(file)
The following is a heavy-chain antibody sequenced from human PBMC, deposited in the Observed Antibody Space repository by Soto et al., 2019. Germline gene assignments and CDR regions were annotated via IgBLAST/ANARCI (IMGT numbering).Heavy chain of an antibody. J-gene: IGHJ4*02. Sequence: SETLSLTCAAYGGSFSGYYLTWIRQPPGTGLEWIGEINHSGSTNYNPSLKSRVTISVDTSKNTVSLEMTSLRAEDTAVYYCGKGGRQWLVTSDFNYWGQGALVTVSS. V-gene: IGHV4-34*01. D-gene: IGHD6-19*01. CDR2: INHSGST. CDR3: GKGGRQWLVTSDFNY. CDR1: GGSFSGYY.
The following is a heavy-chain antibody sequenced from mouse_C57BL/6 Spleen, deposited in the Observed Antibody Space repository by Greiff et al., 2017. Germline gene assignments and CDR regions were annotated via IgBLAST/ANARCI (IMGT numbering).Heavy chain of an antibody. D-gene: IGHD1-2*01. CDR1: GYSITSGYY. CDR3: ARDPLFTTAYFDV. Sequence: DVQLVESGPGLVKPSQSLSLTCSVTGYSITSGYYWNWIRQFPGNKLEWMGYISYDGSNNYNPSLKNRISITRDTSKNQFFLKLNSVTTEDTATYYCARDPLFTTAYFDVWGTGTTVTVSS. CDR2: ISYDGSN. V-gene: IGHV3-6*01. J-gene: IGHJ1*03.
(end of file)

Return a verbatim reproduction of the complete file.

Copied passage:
The following is a heavy-chain antibody sequenced from human PBMC, deposited in the Observed Antibody Space repository by Soto et al., 2019. Germline gene assignments and CDR regions were annotated via IgBLAST/ANARCI (IMGT numbering).Heavy chain of an antibody. J-gene: IGHJ4*02. Sequence: SETLSLTCAAYGGSFSGYYLTWIRQPPGTGLEWIGEINHSGSTNYNPSLKSRVTISVDTSKNTVSLEMTSLRAEDTAVYYCGKGGRQWLVTSDFNYWGQGALVTVSS. V-gene: IGHV4-34*01. D-gene: IGHD6-19*01. CDR2: INHSGST. CDR3: GKGGRQWLVTSDFNY. CDR1: GGSFSGYY.
The following is a heavy-chain antibody sequenced from mouse_C57BL/6 Spleen, deposited in the Observed Antibody Space repository by Greiff et al., 2017. Germline gene assignments and CDR regions were annotated via IgBLAST/ANARCI (IMGT numbering).Heavy chain of an antibody. D-gene: IGHD1-2*01. CDR1: GYSITSGYY. CDR3: ARDPLFTTAYFDV. Sequence: DVQLVESGPGLVKPSQSLSLTCSVTGYSITSGYYWNWIRQFPGNKLEWMGYISYDGSNNYNPSLKNRISITRDTSKNQFFLKLNSVTTEDTATYYCARDPLFTTAYFDVWGTGTTVTVSS. CDR2: ISYDGSN. V-gene: IGHV3-6*01. J-gene: IGHJ1*03.